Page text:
'No words can express the secret agony of my soul'. Dickens's tantalising hint alluding to his time at Warren's Blacking Factory remains a gnomic statement until Forster's biography after Dickens's death. Such a revelation partly explains the dominance of biography in early Dickens criticism; Dickens's own childhood was understood to provide the material for his writing, particularly his representation of the child and childhood. Yet childhood in Dickens continues to generate a significant level of critical interest. This volume of essays traces the shifting importance given to childhood in Dickens criticism. The essays consider a range of subjects such as the Romantic child, the child and the family, and the child as a vehicle for social criticism, as well as current issues such as empire, race and difference, and death. Written by leading researchers and educators, this selection of previously published articles and book chapters is representative of key developments in this field. Given the perennial importance of the child in Dickens this volume is an indispensable reference work for Dickens specialists and aficionados alike.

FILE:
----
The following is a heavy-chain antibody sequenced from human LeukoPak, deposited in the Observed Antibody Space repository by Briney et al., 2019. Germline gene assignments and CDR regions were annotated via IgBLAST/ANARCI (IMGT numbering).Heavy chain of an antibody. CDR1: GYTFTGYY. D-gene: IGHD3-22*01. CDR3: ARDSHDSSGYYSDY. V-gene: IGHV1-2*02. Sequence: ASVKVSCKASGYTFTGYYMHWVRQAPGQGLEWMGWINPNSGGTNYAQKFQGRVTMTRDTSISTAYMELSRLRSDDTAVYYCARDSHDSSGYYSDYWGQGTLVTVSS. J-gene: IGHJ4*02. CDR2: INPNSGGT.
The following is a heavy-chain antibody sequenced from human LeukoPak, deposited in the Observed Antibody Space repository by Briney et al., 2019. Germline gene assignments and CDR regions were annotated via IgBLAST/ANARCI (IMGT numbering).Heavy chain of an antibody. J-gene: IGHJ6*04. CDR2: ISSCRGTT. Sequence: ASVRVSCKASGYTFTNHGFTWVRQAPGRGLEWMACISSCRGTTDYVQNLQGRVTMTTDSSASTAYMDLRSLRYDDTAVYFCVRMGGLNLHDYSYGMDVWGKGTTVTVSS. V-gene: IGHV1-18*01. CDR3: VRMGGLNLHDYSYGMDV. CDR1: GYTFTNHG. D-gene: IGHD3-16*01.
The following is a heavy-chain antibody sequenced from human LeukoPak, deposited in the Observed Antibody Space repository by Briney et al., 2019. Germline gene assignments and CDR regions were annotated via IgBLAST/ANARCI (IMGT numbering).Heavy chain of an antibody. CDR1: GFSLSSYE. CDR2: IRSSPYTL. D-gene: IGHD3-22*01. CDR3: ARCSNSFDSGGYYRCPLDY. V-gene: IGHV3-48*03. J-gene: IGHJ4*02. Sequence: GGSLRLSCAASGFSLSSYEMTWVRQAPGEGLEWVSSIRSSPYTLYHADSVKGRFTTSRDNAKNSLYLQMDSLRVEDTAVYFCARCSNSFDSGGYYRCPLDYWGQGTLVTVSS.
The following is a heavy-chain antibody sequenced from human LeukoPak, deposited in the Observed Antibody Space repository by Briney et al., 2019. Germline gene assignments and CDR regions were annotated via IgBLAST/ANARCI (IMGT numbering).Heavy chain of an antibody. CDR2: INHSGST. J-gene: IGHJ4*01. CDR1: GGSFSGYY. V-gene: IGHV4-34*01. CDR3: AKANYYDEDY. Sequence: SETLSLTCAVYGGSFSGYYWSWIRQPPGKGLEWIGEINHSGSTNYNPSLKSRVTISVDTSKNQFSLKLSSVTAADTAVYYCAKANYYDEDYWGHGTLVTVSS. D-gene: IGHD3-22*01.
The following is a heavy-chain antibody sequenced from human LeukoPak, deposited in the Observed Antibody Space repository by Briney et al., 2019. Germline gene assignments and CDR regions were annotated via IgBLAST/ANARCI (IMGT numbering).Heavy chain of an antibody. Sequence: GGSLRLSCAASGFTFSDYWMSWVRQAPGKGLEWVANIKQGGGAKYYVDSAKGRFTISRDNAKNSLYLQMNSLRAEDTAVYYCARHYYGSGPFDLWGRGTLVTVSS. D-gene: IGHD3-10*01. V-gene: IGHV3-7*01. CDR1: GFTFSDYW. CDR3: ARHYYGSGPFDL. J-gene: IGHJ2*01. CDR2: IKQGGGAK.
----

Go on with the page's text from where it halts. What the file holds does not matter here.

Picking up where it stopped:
Dickens and Childhood
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